Reckitt Benckiser (RB) has released third quarter results showing like-for-like sales rose 2%, as progress in Health and Hygiene brands was offset by weak sales in Infant Formula and Child Nutrition.
While that takes year-to-date net revenues up 13% to £9.3bn (including the impact of the acquisition) that's behind the behind the 14-15% growth expected over the year.
The shares on fell 3.8% on the news.
Third quarter results highlight the split down the middle of Reckitt.
The legacy RB business carries on its merry way, with sales rising as a result of shifting increased quantities at higher prices. That's largely a function of the tried and tested double act of marketing and product innovation.
Admittedly, not all of the brands are flying (Scholl in particular has been a serial underperformer in recent times) but when you run a stable of 18 powerbrands there's always going to be one or two bucking the wider trend.
A more robust performance has helped the shares recover from 2018 lows. The current valuation is 18.8 times expected earnings - above the group's ten year average but still some way below the 25+ the shares were trading on back in 2016.
We think Reckitt will only recover that kind of premium rating if the performance of child nutrition specialist Mead Johnson, which was acquired in 2017 for a $17.9bn, improves.
The rationale behind the deal is sound enough. Around half of Mead Johnson's sales are generated in Asia, a region to which Reckitt was arguably underexposed, and these emerging economies should be capable of growth for years to come.
We can expect $300m per annum of cost synergies by 2020, while Reckitt's impressive cash generation should mean it can easily stomach the extra debts taken on to fund the deal.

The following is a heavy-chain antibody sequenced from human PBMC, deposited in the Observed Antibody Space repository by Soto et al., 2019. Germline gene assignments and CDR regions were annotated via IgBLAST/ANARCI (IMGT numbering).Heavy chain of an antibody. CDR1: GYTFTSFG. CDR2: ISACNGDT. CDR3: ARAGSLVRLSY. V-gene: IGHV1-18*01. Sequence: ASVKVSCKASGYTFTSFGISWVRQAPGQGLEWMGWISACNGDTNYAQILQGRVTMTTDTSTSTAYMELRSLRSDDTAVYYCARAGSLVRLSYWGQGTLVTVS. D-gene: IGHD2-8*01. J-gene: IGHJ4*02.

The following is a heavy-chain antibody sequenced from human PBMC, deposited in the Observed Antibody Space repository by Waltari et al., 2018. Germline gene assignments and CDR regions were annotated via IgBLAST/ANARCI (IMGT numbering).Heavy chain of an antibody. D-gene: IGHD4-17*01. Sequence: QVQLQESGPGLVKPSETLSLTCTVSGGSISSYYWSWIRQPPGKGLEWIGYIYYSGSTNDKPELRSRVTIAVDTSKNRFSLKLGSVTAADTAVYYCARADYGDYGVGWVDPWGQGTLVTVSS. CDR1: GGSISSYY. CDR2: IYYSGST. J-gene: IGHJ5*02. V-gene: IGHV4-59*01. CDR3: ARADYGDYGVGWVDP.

However, the acquired brands are hardly stellar. Sales growth struggled in the years before the acquisition, and the deal will require more work than a straightforward addition to the portfolio.
There are also concerns about Mead Johnson's market and geographies, which are unfamiliar to Reckitt - particularly China. That makes the supply chain issues unveiled in Q3 results particularly unwelcome. A difficult start to life with the baby brand might mean management aren't exactly sleeping easy.
Still, it would be foolish to ignore the group's track record. Over the long-term, Reckitt has been able to leverage established brands to build margins and cash flow. The dividend has grown 560% in the last 15 years as a result, although records as exceptional as this are not guaranteed to be repeated. The shares currently offer a prospective dividend yield of 2.8% next year.
Trading details (at constant exchange rates)
Sales in the Health division, which account for 62% of the group total, were flat on a like-for-like basis at £1.9bn. Higher volumes and prices helped RB's base health brands deliver like-for-like sales growth of 4%. However, that progress was offset by a 6% decline in the Infant Formula and Child Nutrition (IFCN) business, where sales fell to £659m.
Temporary disruption at the European IFCN plant impacted sales by around £70m. Underlying progress in the North American business is strong, but lower birth rates in China is a headwind.
In Hygiene Home, which accounts for the other 38% of group sales, LFL sales rose 4% as strong growth in North America and Developing Markets helped offset flat like-for-likes in the Europe and Aus/NZ division.
Looking ahead, RB says it remains confident of hitting its goals of 14-15% although it expects some residual impact from the IFCN disruption to linger into Q4 and 2019.
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